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The Long Divergence: How Islamic Law Held Back the Middle East

"The Long Divergence" opens up a frank and honest debate on a crucial issue that even some of the most ardent secularists in the Muslim world hesitate to discuss. In the year 1000, the Middle Eastern economy was as advanced as that of Europe; but by 1800, the region had failed to modernize economically as the West surged ahead. Author Timur Kuran, a professor of economics and political science and the Gorter Family Professor of Islamic Studies at Duke University, attributes this delay in economic development to Islamic legal institutions, which slowed the emergence of central features of modern economic life. By the 19th century, modern economic institutions began to be transplanted to the Middle East, but the region"s economy has not caught up. According to Kuran, it will take generations to overcome the low trust, rampant corruption and weak civil societies that are characteristic of the region"s current economies and legacies of its economic history.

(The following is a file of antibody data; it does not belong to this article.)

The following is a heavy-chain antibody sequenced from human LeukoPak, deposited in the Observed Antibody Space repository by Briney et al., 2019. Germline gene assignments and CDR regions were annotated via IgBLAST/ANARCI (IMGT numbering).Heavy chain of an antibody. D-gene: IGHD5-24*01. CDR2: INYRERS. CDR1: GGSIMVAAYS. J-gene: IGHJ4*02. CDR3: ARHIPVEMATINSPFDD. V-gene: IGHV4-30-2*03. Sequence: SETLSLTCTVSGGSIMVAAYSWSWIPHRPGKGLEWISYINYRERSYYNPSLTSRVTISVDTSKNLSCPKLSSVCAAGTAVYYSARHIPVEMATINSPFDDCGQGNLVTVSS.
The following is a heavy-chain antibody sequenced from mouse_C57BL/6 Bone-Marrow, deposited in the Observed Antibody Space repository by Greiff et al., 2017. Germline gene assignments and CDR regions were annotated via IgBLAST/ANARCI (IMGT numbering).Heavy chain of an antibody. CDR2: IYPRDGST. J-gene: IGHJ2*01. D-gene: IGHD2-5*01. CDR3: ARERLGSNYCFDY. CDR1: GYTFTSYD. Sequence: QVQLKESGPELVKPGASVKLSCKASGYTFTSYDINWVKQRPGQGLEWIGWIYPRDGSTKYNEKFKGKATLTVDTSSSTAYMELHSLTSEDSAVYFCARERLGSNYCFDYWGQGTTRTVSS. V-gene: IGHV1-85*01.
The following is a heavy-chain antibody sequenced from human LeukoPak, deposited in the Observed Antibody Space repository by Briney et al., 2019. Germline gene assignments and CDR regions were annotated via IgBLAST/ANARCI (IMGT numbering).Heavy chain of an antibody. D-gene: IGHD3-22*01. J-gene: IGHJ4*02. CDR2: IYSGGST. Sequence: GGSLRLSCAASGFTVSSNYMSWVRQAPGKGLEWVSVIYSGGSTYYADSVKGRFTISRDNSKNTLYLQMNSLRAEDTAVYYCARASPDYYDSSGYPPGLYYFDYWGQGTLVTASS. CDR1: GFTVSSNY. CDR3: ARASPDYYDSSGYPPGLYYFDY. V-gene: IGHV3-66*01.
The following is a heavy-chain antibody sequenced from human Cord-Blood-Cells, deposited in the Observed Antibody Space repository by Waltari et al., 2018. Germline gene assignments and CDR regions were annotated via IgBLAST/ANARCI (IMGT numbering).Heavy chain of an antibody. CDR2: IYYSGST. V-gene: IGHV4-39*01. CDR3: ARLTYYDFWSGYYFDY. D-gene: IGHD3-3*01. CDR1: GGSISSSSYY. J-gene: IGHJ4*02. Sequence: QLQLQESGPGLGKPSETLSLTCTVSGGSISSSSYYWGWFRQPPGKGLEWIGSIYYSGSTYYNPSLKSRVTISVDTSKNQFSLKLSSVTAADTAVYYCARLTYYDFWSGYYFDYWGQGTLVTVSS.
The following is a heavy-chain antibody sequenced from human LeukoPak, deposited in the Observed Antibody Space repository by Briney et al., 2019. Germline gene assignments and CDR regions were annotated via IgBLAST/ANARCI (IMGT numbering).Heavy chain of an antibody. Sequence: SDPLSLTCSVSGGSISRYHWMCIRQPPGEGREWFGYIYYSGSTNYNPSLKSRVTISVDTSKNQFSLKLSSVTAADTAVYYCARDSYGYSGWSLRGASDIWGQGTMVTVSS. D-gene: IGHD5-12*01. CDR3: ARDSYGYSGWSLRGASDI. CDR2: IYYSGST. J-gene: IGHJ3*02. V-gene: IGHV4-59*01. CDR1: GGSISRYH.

Speaker Mahmoud El-Gamal

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Mon, April 18, 2011
noon - 1:30 p.m.
(GMT-0500) America/Chicago